Maimonides School: Middle School Matters
April 24, 2015                  Parashat Tazria-Metzora          5 Iyar, 5775  

Maimonides School
In This Issue
Yom HaZikaron
Yom Ha'Atzmaut
Color War
Yom Orchim Coming Up Fast!
Middle School Lit Mag
Scott Mattoon on STEM
Science Guest Speaker
Chinese Food
Calendar
Online Photo Galleries
Quick Links
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Dear MS Families,    

 

This was a busy week, full of activities in honor of Rosh Chodesh, Yom HaZikaron, and Yom Ha'Atzmaut -- not to mention Color War!

Please read on to hear all about it, and to get information on upcoming events.  

 

I would also like to share with you this D'var Torah from Rabbi David Saltzman, Elementary School Principal.
 
Brian Cohen
Associate Principal, Middle School  
 
Middle School students demonstrate inter-team friendship.

Yom HaZikaron

The Middle School observed Yom HaZikaron with the Upper School at a special tekes in the shul. A memorial candle was lit, and IDF veteran Ohad Elhelo spoke to the students about his experiences in Operation Protective Edge. Students then read aloud texts in Hebrew and English about Israeli soldiers and victims of terror, and the boys' choir performed a touching rendition of "Shmor Al Ha'Olam Yeled." The students and faculty of Saval campus stood for a minute of silence, and emerged from Yom HaZikaron full of reflection.

Yom Ha'Atzmaut Celebration
 
We moved from the solemnity of Yom HaZikaron to the excitement of Yom Ha'Atzmaut!   The seventh graders performed a daglanut (synchronized flag-work) routine at Beth El in Newton to mark the separation between the two days on Wednesday night, and then reprised their routine on Thursday morning to introduce the Maimonides all-school simcha dancing session.



In addition to the daglanut routine, the students heard Rabbi Soskil speak about the importance of Yom Ha'Atzmaut, and sang "HaTikva" in unison.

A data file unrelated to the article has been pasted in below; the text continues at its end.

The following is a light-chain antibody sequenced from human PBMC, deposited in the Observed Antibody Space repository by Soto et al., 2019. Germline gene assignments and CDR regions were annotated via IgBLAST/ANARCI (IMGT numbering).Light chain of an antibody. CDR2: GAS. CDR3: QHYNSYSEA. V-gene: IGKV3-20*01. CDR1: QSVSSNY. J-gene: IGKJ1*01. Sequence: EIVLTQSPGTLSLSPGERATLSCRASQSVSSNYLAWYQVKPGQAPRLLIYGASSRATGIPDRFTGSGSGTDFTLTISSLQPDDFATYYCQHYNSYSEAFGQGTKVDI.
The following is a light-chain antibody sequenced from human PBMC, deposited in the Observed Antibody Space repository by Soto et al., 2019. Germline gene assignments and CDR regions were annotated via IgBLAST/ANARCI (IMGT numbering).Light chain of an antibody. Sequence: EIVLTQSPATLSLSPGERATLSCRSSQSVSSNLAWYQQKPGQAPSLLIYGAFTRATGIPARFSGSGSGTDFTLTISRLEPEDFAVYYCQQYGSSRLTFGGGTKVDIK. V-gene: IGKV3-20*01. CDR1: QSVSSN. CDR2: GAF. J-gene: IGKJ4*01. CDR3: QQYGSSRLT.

We wish Medinat Yisrael a very happy 67th birthday, and many, many more!


Color War!

We didn't lose
a beat as we went from simcha dancing into the Middle/Upper School Color War, featuring Team Aish (orange) vs. Team Mayim (blue). It was a busy day, full of sports, races, cheering, and presentations -- with a quick break in the middle for a barbecue lunch. The students had a great time taking part in the activities and getting to know the Upper School 
students on their teams. 

Congratulations to Team Mayim for winning the 2015 Color War!

    

Yom Orchim
 
Yom Orchim is coming up!

We are so excited for Yom Orchim on Friday, May 8! This is the day when we welcome grandparents, relatives, or other special visitors to our Elementary and Middle Schools to share in a day at Maimonides.

There is still time to invite a special visitor for your child -- you can get more information and register here, or contact Ellen Pulda, 617-232-4452 x 423, epulda@maimonides.org.

Middle School Literary Magazine!
Introducing ...
The brand-new Lit Mag
just for Middle Schoolers!

We are delighted to announce the founding of the new Middle School literary magazine! All Middle School students are encouraged to submit:

Art
  Divrei Torah
Essays
Photographs
                   Poems
                   and
                   Stories

whether they were prepared for class or for fun.

Submissions can be brought in to Mrs. Vedol or emailed to her at svedol@maimonides.org by Monday, May 18.

Electronic and printed copies will be available at the end of the school year.